I regularly work as a pro bono guardian ad litem through the Atlanta Volunteer Lawyers Foundation. In my regular practice, I do family law on a sliding scale for middle- and low-income families, so I am used to working with complex issues and family structures. But my AVLF guardian ad litem cases always present new and interesting issues that challenge me to become a better attorney and expand my skill set.
For example, in one case, I was appointed to represent the best interests of a young boy in a legitimation and custody dispute. When I got into the case, the pro se parties weren’t even talking, let alone effectively communicating about parenting decisions. Both parents interpreted the other’s actions as malicious. But in speaking to both sides and their witnesses, I could see that they both were good parents with common goals for their son’s well-being. I asked the parties to go to mediation and then worked with them to make sure they both felt that their concerns were heard. They made an agreement they could both live with and that included plans to attend co-parenting counseling to improve their communication. I am confident that my involvement in the case prevented a messy trial that would have been hard on the child and on the court’s schedule.
In another case, I represented the best interests of a girl in a custody modification. This was a challenging case for me. There were allegations of child abuse and a history of domestic violence. It was difficult to determine whether the allegations happened as described, and I had to get the information I needed without further influencing or traumatizing the child. As part of my investigation, I had to subpoena DFCS records, which takes very particular language to be successful. I had to speak to police detectives and mental health specialists in addition to the routine interviews with witnesses.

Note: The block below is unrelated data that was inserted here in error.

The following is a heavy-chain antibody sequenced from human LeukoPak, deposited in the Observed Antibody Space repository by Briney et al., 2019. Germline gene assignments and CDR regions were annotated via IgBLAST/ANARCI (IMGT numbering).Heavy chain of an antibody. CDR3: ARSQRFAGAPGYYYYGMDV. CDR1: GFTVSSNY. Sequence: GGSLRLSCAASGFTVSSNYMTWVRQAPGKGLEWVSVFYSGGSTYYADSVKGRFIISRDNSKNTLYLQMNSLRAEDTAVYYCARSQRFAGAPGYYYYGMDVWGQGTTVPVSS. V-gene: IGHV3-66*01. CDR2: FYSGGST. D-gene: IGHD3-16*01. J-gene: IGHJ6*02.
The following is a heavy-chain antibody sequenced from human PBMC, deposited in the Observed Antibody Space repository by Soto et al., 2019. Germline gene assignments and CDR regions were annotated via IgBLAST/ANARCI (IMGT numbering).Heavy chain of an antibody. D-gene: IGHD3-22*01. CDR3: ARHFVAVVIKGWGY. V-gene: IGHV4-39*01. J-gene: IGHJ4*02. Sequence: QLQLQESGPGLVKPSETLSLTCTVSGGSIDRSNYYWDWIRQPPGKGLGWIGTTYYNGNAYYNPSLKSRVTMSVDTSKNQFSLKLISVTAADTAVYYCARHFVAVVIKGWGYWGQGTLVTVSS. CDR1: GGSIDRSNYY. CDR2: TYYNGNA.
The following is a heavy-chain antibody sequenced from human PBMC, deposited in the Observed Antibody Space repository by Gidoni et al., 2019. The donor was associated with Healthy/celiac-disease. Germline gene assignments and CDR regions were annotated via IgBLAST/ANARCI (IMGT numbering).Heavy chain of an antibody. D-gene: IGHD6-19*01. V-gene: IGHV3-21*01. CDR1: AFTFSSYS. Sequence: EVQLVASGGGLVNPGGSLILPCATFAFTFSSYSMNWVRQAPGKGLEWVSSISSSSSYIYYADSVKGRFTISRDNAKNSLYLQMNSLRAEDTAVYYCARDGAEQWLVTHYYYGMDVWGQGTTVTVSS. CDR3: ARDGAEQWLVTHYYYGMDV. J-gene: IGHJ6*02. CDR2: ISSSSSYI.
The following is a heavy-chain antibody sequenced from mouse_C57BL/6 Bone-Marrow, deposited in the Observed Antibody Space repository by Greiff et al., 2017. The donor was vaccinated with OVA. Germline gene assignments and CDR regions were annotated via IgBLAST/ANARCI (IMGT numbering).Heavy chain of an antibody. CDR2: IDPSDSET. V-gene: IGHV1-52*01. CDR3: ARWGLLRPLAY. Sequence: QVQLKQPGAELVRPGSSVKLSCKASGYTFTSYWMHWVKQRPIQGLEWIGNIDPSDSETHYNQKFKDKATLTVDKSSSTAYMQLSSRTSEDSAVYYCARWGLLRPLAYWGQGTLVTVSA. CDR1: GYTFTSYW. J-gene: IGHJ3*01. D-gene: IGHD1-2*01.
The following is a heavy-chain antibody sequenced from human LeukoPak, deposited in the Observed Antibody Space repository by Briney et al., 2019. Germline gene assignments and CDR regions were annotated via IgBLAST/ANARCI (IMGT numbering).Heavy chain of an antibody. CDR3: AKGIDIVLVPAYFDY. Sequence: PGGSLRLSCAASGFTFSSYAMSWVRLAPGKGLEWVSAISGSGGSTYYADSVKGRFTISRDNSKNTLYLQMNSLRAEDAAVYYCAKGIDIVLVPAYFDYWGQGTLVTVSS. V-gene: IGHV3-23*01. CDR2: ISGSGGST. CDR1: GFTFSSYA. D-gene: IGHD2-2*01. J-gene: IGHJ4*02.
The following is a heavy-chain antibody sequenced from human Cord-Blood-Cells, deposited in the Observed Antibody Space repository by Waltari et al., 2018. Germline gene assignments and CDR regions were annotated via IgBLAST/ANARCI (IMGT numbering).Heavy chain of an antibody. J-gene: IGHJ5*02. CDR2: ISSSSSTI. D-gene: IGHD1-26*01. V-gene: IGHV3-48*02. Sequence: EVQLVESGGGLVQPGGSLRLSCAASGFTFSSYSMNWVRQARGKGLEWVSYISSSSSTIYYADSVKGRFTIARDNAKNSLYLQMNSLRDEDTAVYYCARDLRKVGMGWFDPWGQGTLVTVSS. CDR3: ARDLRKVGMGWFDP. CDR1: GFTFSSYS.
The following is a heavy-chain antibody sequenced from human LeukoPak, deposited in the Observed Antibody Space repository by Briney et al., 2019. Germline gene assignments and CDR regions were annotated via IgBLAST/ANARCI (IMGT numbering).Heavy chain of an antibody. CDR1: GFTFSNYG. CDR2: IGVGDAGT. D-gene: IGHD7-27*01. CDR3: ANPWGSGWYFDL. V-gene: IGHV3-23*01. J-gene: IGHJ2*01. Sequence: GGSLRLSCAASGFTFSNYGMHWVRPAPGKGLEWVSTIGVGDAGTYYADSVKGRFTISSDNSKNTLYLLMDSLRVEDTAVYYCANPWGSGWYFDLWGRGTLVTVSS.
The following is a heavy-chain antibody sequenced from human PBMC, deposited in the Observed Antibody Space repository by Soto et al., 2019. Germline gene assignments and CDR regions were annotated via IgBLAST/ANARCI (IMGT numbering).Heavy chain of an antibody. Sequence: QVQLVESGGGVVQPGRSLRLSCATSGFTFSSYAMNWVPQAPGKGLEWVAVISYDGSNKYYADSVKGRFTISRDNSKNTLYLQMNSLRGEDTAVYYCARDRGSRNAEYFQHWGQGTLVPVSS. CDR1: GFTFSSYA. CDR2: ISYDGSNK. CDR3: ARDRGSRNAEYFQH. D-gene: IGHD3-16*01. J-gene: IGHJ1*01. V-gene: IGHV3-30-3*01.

But the biggest challenge in this, and many other pro bono cases, was communication. It was difficult for the parties to get time off work or procure transportation to visit me in my office during office hours. Sometimes communication was spotty when phone service was off or the parties were working the night shift. I had to adjust to their needs. But I discovered that being flexible with their timing also meant that I could do this pro bono case while accomplishing my paying work during regular business hours.
AVLF is a huge support throughout every pro bono case I take. They provide templates of motions and orders I need and help me brainstorm solutions to problems. Their social worker has helped me seek out counseling and other services that could work with the financial realities of the families I am assisting. AVLF also provides guidance on investigating and writing reports on difficult issues.
The skills I have learned in these cases have helped me numerous times in other areas of my professional career. The processes necessary to get vital information from each kind of witness or agency is integral to my paying guardian and litigation practice. Client management and writing skills can always use honing. And it is valuable to be exposed to as many types of cases as possible as I build my practice.
I am a guardian ad litem because I love having a positive impact on families. But I take cases through AVLF because they provide the support I need to be successful in confronting challenging issues and to develop my skills. That’s why I will continue to take pro bono cases through AVLF—and I encourage others to, as well.
This article was originally published by the Daily Report.